Highland County Humane Society Receives Grant for Senior Dogs and Two Grants for Other Pets
Old dogs and their owners have a new reason to get excited, as a local all-volunteer organization has received a grant to help provide care and assistance. The Highland County Humane Society in Monterey is one of sixty-six animal welfare groups in thirty states who were chosen from more than 300 applicants to receive a grant from The Grey Muzzle Organization that will help senior dogs. Corena Huffman with the Humane Society explains how this funding, as well as funding from other grant sources, can make a difference.
Ms. Huffman says, “We were awarded a very generous grant by The Grey Muzzle Organization to help your pets be healthier pets. That can include any vet care or medical care that’s needed, grooming, teeth cleaning, surgeries, that sort of thing, and also food and transportation if that’s needed for your senior dog. We do showcase a few dogs that receive that grant on social media, and, also, they use that in their grant organization, so we will have photos taken of your dog that’s showcasing the grant. It’s available for any senior dogs in our listening area, Highland County, Pocahontas and Pendleton.”
So at what age is a dog considered a senior dog? “Oh, that can be kinda tricky!” says Ms. Huffman. “’Cause a Great Dane can be a senior at six years old, but mostly the older dogs that sometimes get ailments later in life that may affect them that our community members may need assistance for specialized care, so I would say six and up is kinda considered a senior. Of course, a Chihuahua will live to be fifteen years old, but six to eight years old is kind of getting in to the senior years.”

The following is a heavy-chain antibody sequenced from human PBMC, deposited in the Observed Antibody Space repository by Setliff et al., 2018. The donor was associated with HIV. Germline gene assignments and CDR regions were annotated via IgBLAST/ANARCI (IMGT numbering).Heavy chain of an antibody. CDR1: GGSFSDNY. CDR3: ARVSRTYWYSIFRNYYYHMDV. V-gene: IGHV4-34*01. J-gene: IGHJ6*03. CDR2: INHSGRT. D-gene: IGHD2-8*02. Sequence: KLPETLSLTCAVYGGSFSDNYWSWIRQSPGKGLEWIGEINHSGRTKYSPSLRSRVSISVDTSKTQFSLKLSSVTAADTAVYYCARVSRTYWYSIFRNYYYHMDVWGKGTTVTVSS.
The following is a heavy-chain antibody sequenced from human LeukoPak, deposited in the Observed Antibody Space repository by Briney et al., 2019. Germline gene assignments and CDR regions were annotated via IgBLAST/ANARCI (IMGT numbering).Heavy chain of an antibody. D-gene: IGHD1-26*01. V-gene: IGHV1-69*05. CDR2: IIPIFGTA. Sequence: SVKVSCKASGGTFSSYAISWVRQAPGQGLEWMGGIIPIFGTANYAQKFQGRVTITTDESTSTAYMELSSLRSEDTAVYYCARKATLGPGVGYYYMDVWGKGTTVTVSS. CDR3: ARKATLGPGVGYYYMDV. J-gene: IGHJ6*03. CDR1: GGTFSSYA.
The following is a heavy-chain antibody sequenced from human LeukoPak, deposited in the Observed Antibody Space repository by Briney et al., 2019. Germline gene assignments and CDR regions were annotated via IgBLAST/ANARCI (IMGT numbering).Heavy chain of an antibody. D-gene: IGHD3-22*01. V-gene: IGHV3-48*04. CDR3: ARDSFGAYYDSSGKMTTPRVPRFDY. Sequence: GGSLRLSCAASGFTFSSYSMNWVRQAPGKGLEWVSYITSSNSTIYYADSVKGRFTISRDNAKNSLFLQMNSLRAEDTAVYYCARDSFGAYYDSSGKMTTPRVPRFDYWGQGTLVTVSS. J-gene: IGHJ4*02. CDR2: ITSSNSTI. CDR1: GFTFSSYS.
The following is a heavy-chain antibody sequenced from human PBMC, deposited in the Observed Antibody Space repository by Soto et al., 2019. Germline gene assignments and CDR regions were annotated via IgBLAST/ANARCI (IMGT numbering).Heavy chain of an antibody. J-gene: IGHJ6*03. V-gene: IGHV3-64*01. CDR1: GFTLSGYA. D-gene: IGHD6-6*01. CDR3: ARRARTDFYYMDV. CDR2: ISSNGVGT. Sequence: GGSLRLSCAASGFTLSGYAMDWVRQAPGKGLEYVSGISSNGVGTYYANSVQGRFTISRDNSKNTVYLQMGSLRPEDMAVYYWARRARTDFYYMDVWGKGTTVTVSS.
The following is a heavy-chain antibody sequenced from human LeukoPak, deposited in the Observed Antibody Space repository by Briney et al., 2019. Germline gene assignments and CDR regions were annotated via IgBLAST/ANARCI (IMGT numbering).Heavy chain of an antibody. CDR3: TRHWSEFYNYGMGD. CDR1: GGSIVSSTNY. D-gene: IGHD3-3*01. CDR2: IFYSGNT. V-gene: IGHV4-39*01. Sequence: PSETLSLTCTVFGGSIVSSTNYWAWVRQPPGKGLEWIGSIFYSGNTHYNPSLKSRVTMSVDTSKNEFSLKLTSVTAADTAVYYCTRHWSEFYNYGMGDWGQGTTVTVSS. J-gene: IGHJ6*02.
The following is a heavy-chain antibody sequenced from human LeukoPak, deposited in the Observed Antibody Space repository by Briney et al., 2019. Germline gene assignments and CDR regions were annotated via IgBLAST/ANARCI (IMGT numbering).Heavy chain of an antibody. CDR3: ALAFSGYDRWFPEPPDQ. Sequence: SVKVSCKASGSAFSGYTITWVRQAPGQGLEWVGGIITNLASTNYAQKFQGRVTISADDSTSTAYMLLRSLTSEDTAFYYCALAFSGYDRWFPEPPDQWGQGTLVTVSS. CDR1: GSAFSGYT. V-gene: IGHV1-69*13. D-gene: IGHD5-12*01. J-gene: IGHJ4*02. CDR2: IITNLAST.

Over the past decade, the national nonprofit Grey Muzzle Organization has provided nearly $1.5 million in grants to support its vision of “a world where no old dog dies alone and afraid.” Ms. Huffman says the local grant was a very generous one. She continues, “We will utilize that funding until it’s all used up, so it’s kind of a first come, first serve basis based on need, so we wanna help as many pets as we can with that funding, but it does run out, so please inquire as soon as you can.”
In addition, there is more support available for other pets. Ms. Huffman explains, “We do have two spay-neuter grants available community-wide. One is through The Community Foundation of the [Central] Blue Ridge, which serves Highland, Augusta, Nelson and some of our local counties here. That also includes some pet retention, which is any kind of care that any pets may need, vaccines, food, parasite control. It also includes transportation and grooming visits if that’s what’s needed, and then we have some trap-neuter-return for feral cats and barn cats. That grant is funded by Two Mauds foundation.”
Now, to break the radio’s invisible “fourth wall” just a little bit, I did want to let you know that Ms. Huffman conducted this interview with her daughter, Ruby, sitting on her lap. Corena says, “Ruby’s bashful, but we were gonna say, ‘Please spay and neuter your pets.’” Ruby laughs and adds, “Bye, radio!” along with her mother.
The Highland County Humane Society can be reached by phone at 540-908-9152, by email through firstname.lastname@example.org or by Facebook under “Highland Humane.”